The following is a summary of “Study of Alzheimer’s disease- and frontotemporal dementia-associated genes in the Cretan Aging Cohort,” published in the March 2023 issue of the Neurobiology of Aging by Mathioudakis et al.
The Cretan Aging Cohort (CAC) had 196 participants that were analyzed. 95 had Alzheimer’s disease (AD), 20 had MCI, and 81 had normal cognitive functions. The researcher’s studies were carried out using exome sequencing. Patients with Alzheimer’s disease were shown to have a higher frequency of the APOE 4 allele (23.2% versus 7.4% in controls; P < 0.01), while mutations in PSEN2 (p.Arg29His and p.Cys391Arg) were observed in 3% and 1% of AD and MCI patients, respectively.
Two elderly patients with Alzheimer’s disease (AD) and two people outside the CAC with the amyotrophic lateral sclerosis/frontotemporal dementia (FTD) phenotype also had the TARDBP gene p.Ile383Val polymorphism that is associated with FTD. As a bonus, the p.Ser498Ala mutation in the favorably selected GLUD2 gene was less common in AD patients (2.11%) than in controls (16%; P < 0.01), suggesting that it may have a protective effect.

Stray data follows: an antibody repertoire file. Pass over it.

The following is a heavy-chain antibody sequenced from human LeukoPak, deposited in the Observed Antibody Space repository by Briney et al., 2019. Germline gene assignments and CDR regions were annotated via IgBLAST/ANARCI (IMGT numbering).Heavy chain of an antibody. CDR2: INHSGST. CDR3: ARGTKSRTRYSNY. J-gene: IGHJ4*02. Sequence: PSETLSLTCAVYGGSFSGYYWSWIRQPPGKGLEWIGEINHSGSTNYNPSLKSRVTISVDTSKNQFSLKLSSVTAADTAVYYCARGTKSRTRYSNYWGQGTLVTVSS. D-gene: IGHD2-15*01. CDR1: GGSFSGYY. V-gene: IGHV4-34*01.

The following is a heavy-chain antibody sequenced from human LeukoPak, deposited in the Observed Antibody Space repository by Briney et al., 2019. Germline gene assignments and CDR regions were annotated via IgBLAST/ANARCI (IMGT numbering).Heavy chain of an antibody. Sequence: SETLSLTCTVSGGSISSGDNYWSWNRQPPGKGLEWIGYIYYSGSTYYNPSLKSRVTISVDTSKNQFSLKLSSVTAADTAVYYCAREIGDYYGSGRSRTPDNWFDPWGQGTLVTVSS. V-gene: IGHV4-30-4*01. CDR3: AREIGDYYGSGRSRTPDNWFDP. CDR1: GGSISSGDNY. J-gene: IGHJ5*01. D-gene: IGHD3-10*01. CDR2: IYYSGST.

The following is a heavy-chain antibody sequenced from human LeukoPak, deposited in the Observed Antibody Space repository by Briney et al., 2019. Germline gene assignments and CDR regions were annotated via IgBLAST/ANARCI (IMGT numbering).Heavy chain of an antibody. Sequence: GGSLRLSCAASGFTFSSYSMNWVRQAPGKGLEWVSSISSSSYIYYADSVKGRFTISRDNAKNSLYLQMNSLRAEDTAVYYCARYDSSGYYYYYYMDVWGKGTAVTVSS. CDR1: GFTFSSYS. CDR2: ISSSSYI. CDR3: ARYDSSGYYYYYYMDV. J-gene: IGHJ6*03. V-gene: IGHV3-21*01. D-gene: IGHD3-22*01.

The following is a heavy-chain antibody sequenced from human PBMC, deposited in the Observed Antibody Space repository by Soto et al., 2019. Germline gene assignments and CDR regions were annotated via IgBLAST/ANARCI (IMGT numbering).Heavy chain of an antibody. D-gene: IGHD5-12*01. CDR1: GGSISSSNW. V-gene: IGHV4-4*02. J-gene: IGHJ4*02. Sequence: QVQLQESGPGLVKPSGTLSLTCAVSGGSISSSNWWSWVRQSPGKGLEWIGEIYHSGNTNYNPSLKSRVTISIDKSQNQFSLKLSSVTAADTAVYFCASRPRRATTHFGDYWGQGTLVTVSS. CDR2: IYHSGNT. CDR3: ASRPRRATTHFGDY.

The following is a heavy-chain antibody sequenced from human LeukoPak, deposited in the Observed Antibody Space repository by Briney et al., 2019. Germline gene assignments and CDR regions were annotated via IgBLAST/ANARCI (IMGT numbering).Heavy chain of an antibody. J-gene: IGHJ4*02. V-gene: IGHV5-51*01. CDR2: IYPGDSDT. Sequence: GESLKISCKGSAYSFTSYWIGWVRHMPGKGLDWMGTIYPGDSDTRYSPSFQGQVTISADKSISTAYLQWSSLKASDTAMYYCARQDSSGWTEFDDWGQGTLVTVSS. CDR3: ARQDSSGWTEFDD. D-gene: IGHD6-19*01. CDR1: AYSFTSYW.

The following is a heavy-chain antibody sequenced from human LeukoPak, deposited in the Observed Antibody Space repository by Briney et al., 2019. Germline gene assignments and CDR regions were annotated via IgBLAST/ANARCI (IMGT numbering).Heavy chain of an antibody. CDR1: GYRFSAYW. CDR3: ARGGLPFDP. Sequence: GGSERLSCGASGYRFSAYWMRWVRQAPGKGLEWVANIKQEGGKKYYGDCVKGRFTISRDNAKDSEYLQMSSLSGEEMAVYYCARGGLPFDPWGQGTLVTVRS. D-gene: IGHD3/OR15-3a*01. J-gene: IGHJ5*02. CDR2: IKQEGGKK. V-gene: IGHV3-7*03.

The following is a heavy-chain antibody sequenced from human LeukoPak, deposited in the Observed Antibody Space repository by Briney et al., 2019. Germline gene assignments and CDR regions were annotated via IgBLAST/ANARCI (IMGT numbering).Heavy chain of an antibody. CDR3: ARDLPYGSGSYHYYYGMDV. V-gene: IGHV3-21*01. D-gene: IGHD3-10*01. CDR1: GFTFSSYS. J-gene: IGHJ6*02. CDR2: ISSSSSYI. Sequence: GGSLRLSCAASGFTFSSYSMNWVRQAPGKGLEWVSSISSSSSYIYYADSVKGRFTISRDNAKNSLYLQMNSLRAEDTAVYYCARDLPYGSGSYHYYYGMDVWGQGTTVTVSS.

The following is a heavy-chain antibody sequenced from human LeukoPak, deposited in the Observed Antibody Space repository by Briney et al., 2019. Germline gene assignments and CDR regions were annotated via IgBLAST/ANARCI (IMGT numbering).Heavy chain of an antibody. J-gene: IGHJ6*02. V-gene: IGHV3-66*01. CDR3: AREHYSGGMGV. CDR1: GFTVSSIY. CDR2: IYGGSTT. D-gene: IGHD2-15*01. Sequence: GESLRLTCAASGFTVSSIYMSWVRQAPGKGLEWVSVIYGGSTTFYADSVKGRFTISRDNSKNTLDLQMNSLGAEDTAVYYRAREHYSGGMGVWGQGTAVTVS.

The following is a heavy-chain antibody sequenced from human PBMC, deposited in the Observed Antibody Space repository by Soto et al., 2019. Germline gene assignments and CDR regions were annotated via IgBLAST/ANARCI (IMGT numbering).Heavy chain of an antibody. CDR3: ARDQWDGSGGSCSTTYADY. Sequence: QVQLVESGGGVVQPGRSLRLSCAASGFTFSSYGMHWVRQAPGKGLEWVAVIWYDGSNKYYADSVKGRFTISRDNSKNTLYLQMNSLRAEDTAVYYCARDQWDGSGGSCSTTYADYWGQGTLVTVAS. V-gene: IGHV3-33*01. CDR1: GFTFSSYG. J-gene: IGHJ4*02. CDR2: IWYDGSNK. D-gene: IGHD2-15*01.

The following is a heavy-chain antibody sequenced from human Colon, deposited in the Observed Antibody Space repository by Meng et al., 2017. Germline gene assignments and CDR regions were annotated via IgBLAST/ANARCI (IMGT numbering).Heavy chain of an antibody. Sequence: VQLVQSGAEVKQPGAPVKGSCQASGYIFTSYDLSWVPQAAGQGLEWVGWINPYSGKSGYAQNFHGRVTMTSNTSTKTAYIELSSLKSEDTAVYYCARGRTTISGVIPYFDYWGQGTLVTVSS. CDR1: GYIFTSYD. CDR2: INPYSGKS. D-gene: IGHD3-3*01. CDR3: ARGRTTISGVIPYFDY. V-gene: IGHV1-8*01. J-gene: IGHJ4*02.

While a similar trend was also found in another local replication cohort (n = 406) and a subset of the ADNI cohort (n = 808), neither sample size was large enough to reach statistical significance; thus, the results should be considered exploratory at best. The researcher’s results show the value of genetic testing for examining the aging population with the AD phenotype.